How to become more patient - add a zero
Remember when your mum or dad would tell you not to have those sweets now because it would ruin your dinner? It turns out they had a pretty good idea of how to deal with intertemporal trade-offs.
Making decisions on what to do now that will affect our future are an everyday occurrence. Most of our decisions are intertemporal choices, ranging from the person on a diet agonising over a cream bun to the world’s scientists and leaders convening every year to agonise over the problem of climate change.
Should we buy an expensive TV now or put the money into our pension plan? Shall I have children now or build up my career and then have children? Should we have more cheap flights now or reduce the number of planes to lower climate temperatures in the future?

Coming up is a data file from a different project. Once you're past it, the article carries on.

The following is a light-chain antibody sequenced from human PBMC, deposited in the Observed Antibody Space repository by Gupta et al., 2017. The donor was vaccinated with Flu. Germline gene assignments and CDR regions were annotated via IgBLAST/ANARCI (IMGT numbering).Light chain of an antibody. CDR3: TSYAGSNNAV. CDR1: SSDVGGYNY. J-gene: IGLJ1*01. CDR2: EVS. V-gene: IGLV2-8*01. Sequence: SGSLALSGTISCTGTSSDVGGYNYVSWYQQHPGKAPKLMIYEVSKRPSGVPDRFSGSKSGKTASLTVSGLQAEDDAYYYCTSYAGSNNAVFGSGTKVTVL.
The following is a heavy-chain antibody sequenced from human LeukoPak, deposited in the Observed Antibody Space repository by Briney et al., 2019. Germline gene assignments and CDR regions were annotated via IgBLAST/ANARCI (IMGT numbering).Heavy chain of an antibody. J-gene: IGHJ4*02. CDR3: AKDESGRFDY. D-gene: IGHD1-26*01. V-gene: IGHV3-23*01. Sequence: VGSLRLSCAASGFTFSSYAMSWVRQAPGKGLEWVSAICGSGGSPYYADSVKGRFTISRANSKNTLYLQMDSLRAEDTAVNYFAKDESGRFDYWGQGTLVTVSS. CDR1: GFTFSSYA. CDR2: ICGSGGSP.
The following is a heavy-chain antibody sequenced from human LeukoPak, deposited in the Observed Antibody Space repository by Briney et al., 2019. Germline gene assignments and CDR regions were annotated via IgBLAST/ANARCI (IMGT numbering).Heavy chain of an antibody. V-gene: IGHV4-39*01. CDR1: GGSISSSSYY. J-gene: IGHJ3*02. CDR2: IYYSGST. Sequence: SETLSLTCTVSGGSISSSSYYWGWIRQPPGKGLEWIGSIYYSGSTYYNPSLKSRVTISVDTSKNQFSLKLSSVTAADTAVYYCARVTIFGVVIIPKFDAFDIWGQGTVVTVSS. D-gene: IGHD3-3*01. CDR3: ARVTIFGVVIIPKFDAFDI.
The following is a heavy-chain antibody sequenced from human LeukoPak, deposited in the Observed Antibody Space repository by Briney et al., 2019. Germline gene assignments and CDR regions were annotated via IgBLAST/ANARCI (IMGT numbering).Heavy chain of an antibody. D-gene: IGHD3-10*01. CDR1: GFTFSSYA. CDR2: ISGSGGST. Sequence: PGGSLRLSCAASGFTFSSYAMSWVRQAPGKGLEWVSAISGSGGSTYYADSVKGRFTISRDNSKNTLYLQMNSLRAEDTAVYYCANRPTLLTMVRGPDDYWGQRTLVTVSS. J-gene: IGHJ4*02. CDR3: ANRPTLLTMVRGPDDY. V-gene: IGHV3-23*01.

These are intertemporal trade-offs and despite economics teaching us we should weigh up the options, calculating the benefits between the two points in time and choosing the most beneficial, we don’t always do this in a way that is best for us, or for society.
Instead experiments have shown time and again that we have no patience and pick the tempting offer available to us now – ie eating the cream bun even though we are on a diet.